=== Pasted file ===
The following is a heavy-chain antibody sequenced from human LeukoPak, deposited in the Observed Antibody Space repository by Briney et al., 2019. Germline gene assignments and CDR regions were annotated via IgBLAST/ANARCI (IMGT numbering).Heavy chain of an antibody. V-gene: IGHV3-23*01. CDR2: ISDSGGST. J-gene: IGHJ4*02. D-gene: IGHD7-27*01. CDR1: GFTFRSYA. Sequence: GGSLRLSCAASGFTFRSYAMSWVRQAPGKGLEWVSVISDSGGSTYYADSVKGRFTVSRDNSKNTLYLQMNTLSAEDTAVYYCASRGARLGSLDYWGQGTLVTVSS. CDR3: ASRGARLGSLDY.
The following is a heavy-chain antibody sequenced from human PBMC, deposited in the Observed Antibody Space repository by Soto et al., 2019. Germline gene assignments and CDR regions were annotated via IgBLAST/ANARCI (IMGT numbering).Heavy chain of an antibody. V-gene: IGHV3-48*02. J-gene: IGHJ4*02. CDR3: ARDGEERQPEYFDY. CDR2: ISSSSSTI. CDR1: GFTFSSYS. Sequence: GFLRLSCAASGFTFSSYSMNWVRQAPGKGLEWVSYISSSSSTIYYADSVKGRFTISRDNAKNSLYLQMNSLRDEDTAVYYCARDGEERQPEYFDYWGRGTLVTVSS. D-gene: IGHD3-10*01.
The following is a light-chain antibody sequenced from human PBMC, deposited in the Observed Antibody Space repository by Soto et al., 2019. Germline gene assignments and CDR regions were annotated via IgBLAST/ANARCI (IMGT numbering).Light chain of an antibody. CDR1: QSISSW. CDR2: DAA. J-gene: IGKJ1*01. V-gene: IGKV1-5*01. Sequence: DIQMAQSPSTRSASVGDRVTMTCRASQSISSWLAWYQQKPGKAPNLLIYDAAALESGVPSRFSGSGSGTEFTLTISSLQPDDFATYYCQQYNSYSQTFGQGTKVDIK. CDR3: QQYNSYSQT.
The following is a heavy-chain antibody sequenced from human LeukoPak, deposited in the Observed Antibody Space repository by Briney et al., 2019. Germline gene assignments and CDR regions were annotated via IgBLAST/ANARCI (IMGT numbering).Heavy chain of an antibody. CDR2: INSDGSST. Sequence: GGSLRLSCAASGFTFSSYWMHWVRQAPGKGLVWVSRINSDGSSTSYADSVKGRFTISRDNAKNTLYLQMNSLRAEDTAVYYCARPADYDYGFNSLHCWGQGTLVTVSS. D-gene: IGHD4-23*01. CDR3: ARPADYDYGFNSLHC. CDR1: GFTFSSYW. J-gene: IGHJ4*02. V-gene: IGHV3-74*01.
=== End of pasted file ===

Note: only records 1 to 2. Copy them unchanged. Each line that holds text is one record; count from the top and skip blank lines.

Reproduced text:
The following is a heavy-chain antibody sequenced from human LeukoPak, deposited in the Observed Antibody Space repository by Briney et al., 2019. Germline gene assignments and CDR regions were annotated via IgBLAST/ANARCI (IMGT numbering).Heavy chain of an antibody. V-gene: IGHV3-23*01. CDR2: ISDSGGST. J-gene: IGHJ4*02. D-gene: IGHD7-27*01. CDR1: GFTFRSYA. Sequence: GGSLRLSCAASGFTFRSYAMSWVRQAPGKGLEWVSVISDSGGSTYYADSVKGRFTVSRDNSKNTLYLQMNTLSAEDTAVYYCASRGARLGSLDYWGQGTLVTVSS. CDR3: ASRGARLGSLDY.
The following is a heavy-chain antibody sequenced from human PBMC, deposited in the Observed Antibody Space repository by Soto et al., 2019. Germline gene assignments and CDR regions were annotated via IgBLAST/ANARCI (IMGT numbering).Heavy chain of an antibody. V-gene: IGHV3-48*02. J-gene: IGHJ4*02. CDR3: ARDGEERQPEYFDY. CDR2: ISSSSSTI. CDR1: GFTFSSYS. Sequence: GFLRLSCAASGFTFSSYSMNWVRQAPGKGLEWVSYISSSSSTIYYADSVKGRFTISRDNAKNSLYLQMNSLRDEDTAVYYCARDGEERQPEYFDYWGRGTLVTVSS. D-gene: IGHD3-10*01.